Monday, October 20, 2014

Snirt, whoopensocker and jabble

Snirt, whoopensocker and jabble are three regionalisms. They and 16 more regionalisms are defined in a recent article, “19 Regional Words All Americans Should Adopt Immediately.” The amusing article promotes a dictionary of regionalisms (pictured).*

The Takeaway: If you love words, you’ll probably enjoy the article.
*I have no financial interest in the dictionary.

See general disclaimer.

Thursday, October 16, 2014

Quotations on thinking, speaking and writing (31)

On fools and folly

“It’s easier to fool people than to convince them that they have been fooled.”
~Mark Twain

“One of the reasons it has taken so long for some people to finally see through Barack Obama is that people do not like to admit, even to themselves, that they have been played for fools by a slick-talking politician.”
~Thomas Sowell (pictured)

“You’re so handsome that I can’t speak properly!”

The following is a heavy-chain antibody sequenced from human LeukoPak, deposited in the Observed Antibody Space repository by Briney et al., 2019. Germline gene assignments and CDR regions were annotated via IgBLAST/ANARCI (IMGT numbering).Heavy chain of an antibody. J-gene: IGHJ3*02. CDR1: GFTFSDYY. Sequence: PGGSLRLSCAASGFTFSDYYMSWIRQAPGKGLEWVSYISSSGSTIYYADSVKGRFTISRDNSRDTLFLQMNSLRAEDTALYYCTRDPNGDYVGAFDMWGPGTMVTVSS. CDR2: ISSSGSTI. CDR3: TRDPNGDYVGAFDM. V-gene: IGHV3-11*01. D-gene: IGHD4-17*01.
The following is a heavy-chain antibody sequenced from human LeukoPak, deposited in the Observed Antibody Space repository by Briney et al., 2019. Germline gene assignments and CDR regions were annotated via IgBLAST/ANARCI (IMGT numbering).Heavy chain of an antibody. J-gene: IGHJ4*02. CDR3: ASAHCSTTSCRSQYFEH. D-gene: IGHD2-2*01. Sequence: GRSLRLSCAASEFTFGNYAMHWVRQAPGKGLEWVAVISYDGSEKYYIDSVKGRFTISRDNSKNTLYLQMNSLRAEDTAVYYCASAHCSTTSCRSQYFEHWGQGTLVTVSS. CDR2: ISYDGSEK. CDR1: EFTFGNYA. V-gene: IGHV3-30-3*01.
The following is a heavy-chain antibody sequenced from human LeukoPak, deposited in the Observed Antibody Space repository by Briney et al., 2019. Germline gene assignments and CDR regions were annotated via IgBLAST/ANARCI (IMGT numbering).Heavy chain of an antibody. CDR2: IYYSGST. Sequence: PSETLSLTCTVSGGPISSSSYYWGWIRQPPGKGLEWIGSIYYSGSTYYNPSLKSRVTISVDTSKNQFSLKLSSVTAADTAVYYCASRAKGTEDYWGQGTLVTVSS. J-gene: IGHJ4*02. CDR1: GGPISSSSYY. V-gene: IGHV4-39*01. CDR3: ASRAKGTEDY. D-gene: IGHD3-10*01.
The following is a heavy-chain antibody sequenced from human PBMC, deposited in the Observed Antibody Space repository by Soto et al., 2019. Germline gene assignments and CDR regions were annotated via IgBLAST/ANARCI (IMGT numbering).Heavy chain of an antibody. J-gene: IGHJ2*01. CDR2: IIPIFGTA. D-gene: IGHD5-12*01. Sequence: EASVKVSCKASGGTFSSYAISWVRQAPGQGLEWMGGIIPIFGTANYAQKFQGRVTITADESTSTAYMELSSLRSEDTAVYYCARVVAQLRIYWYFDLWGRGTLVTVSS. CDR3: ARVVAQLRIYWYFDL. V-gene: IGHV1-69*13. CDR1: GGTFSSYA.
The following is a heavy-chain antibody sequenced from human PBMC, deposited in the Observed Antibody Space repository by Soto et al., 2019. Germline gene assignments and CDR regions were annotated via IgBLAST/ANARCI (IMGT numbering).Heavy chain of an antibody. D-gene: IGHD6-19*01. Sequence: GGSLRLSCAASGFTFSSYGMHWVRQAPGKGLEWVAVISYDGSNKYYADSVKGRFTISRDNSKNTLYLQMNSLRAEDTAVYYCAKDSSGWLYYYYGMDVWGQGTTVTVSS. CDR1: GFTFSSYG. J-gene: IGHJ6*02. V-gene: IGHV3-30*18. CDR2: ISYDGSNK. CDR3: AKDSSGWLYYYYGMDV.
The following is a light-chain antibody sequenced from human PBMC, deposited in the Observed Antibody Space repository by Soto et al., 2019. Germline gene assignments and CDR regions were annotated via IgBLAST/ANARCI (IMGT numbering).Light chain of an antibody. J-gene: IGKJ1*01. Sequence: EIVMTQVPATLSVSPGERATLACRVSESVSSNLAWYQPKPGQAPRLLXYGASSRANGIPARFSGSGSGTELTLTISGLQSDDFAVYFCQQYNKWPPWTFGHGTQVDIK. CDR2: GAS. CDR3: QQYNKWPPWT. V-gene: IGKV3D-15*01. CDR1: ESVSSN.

~Gwyneth Paltrow, to Barack Obama (Source)

“In university they don’t tell you that the greater part of the law is learning to tolerate fools.”
~Doris Lessing, in the novel Martha Quest

“We are foolish and sentimental and melodramatic at twenty-five, but if we weren’t perhaps we should be less wise at fifty.”
~W. Somerset Maugham, in the moving short story “Red”

“Any fool can criticize, condemn and complain – and most fools do.”
~Benjamin Franklin

“The fool who knows that he is a fool is for that very reason a wise man;
the fool who thinks that he is wise is called a fool indeed.”

The Takeaway: “Education is the ability to listen to almost anything without losing your temper or your self-confidence.” ~Robert Frost